I shrugged, “I didn’t know where you were, I had no way of reaching you to tell you the news of my life for the last eight months.”
“Still got room for your cousin?” he asked like he knew the answer was already yes, excitement growing at the corners of his dirty mouth, “I am really going to try to get off the shit this time. I promise you this is different. I can feel it.”
For once, Danny actually was right about things being different, just not how he expected them to be.
“Danny, I can’t let you stay with me anymore.”
He paused in the middle of gulping his coffee and gave me a mean look, “Whaddaya mean you can’t let me stay with you?”
I took a breath, keeping cool but firm, “I mean, I can’t help you anymore.”
“That’s bullshit!” he exclaimed, a few customers of the café looked over. The waitress Danny tried to talk to stood rigidly with shaking hands by the counter.
“Keep your voice down,” I said lightly.
“What? Some new strange controlling your life now? You don’t have time for your favorite cousin?” he threw the paper cup the espresso had been in on the ground. It landed with a light thump as it collided with the brick floor. I leaned down and picked it up, setting it next to my own empty beverage.
“This has been going on too long,” I replied, “I can’t keep letting you take advantage of me anymore. You tell me you’re going to get better and I give you a place to stay and free food just for you to disappear until you bottom out again. I even paid for you to go to rehab until I got a call that you had run away.”
“Oh. Those assholes were so phony!” Danny cracked, again too loudly, “They didn’t want to help, they just wanted to make themselves feel better.”
“Danny, you can’t keep blaming others for your bad fortune. Sooner or later you have to take responsibility for yourself and realize that you are the reason for why your life is the way it is.,” I took another deep breath. This was like sawing my own arm off.
Danny grimaced and picked a scab off his face, fresh blood ran down his cheek making it look like he was crying blood.
“You’re just like the rest of them,” he said angrily, “It’s easy for you to say being a college graduate with a good job. I didn’t get to go to college.”
“Danny, Uncle Dave- your father- paid for you to go to school but you dropped out halfway through the semester,” I reminded him.
“Because college was such a scam. You know that. They just wanted money and didn’t care about teaching us.”
I shrugged again, “Maybe so, but you had the opportunity,” I shuffled in my seat nervously, “This is the last amount I can give you and then we are done. It’s five hundred dollars.” I pulled a roll of bills out of my jacket pocket and handed it to Danny as my way of separating myself from him. I was Pontius Pilot washing my hands clean from the execution of Christ.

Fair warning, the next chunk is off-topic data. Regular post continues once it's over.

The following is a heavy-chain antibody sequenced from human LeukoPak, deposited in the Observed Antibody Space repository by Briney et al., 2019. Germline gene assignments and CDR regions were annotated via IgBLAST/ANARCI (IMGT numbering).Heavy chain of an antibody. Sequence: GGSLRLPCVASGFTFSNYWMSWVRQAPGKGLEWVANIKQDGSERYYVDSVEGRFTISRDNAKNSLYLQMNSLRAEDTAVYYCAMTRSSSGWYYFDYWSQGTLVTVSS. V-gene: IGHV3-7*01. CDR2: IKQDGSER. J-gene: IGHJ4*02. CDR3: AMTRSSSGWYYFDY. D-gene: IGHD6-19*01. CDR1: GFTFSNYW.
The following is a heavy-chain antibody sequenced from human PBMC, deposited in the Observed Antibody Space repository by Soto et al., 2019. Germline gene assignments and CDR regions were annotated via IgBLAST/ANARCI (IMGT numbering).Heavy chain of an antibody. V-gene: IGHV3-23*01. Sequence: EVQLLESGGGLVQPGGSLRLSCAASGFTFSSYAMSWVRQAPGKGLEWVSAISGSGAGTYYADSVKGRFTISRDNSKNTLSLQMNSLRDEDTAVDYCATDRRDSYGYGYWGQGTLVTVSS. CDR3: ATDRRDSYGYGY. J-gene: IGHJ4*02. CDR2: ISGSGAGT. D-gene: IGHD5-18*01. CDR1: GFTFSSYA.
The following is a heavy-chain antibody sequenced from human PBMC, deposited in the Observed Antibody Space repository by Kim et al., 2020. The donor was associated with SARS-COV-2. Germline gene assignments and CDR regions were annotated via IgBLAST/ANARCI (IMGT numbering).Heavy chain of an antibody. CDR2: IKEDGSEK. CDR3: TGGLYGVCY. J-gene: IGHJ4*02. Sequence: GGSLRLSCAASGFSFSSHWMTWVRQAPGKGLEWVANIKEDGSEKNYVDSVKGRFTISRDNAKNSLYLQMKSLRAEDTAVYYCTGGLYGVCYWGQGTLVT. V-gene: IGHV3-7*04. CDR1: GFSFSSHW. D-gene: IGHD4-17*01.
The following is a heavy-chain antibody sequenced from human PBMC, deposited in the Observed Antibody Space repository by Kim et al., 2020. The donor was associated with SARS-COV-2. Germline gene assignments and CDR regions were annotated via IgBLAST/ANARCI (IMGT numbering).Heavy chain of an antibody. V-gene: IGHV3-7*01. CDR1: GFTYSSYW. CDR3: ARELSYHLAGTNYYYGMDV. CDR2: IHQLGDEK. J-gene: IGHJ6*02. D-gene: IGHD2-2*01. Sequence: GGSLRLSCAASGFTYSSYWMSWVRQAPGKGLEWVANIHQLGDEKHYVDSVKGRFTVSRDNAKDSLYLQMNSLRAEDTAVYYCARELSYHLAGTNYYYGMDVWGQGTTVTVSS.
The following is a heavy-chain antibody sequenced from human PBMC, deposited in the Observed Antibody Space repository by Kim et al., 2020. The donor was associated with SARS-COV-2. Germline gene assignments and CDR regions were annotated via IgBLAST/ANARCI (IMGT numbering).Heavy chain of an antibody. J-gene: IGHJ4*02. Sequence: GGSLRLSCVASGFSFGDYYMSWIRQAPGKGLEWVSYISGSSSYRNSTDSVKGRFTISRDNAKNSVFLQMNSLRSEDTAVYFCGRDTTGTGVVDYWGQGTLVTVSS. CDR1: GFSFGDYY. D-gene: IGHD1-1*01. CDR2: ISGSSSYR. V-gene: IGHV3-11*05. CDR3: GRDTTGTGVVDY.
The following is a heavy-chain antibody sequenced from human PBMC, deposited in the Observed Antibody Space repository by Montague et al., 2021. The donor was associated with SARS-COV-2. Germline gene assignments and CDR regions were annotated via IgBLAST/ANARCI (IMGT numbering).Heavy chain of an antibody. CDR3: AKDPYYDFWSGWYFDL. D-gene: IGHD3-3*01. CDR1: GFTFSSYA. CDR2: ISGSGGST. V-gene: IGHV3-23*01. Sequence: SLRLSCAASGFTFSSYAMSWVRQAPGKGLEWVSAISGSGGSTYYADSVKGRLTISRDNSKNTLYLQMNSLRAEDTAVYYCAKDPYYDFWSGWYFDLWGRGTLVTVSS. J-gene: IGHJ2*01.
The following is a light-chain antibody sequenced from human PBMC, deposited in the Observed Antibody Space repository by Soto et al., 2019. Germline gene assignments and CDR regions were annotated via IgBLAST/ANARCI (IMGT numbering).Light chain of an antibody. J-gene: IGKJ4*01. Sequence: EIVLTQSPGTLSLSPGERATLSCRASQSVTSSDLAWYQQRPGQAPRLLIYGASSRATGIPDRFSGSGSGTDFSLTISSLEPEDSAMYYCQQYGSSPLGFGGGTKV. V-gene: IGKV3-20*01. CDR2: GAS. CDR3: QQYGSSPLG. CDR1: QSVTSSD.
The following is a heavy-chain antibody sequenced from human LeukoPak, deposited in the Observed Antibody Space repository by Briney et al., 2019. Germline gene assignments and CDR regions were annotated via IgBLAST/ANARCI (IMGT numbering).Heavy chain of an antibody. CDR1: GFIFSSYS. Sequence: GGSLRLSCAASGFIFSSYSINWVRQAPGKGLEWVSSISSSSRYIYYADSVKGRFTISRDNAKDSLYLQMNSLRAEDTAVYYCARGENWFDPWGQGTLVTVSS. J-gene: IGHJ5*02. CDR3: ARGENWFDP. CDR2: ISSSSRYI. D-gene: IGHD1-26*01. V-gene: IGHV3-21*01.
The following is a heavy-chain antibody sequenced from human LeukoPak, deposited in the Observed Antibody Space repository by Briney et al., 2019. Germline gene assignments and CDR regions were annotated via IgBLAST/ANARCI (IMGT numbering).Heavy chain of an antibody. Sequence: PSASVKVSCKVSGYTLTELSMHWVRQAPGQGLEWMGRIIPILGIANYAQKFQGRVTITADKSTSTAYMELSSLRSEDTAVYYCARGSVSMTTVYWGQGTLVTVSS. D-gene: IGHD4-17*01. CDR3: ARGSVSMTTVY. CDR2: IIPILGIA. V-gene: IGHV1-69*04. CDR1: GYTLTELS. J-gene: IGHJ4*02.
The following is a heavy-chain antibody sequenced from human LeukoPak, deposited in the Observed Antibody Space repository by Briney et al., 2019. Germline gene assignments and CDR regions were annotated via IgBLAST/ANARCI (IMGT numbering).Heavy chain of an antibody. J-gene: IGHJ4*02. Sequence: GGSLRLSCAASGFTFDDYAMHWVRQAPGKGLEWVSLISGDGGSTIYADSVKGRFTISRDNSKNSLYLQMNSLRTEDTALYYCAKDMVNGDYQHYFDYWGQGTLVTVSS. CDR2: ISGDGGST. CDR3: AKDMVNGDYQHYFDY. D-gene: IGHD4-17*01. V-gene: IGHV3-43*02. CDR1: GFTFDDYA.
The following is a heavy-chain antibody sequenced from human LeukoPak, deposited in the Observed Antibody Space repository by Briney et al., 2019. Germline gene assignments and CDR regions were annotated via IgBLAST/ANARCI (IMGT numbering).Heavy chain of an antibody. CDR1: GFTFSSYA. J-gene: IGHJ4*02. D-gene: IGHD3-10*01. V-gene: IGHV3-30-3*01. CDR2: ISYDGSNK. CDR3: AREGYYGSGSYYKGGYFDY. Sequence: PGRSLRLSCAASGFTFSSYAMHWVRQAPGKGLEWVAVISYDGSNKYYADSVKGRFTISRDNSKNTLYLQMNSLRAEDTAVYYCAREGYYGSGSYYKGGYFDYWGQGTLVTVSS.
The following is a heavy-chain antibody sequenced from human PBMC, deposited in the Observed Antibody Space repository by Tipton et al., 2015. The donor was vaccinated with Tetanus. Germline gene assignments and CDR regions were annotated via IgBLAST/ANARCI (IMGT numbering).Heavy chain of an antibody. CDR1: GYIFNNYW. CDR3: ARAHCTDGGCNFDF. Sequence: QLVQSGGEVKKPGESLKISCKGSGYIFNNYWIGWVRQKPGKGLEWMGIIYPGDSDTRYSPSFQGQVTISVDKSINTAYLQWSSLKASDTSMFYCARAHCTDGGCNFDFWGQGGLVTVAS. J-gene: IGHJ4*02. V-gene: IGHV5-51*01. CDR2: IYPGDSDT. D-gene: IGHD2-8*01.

“I thought you were different, Sonny,” Danny spoke. Real tears were falling from his eyes, mixing with the blood that fell onto his hoodie as more stains to join the crew, “You and I had something different than the rest of the family. Remember when we pranked Mr. Dorsey when we were little? Or how we’d pick up choice strange at the bar? I guess I was just being blinded by the snake in the garden.”
Tears welled in my eyes as I remembered the fond memories of a bygone era. I loved my cousin like a brother- still do- but enough was enough. “I’m sorry, Danny,” was all I could mouse out. Our conversation now had an audience of the small crowd in the café.
Danny nodded in contempt, “You’re sorry,” he echoed back, “Well, fuck you.” And just like that, Danny walked out on my life forever. All I could do was sit in that corner of the café in silence, holding tears back that pushed at my eyes with the force of a bullet train. My throat had a lump so big I thought I would choke on it.
I got the call fourteen months later. It was from the local police department. “Mr. Angoscia,” a man’s voice said, “We are sorry to inform you but a Daniel Angoscia has passed away last night due to a gunshot wound during an attempted robbery of a house. Is this in relation to you? If so, you can come to retrieve the body today or the state will have him buried.”
“Yes, that’s my cousin- was my cousin,” I answered hollowly, “I’ll have him picked up. Thank you.”
“I am sorry for your loss, son,” the voice told me.
“Thanks,” I hung up.
Mary-Lynne found me on the floor bawling my eyes out as I looked back with regret on how our last meeting went. She and I were engaged then and she was most helpful in consoling me and arraigning the funeral and notifying family.
Danny was buried on a Friday morning to a cold and windy day after a quick service. Most of the family hadn’t seen him in years and used the time as a family reunion while burned with the guilt of abandoning my cousin.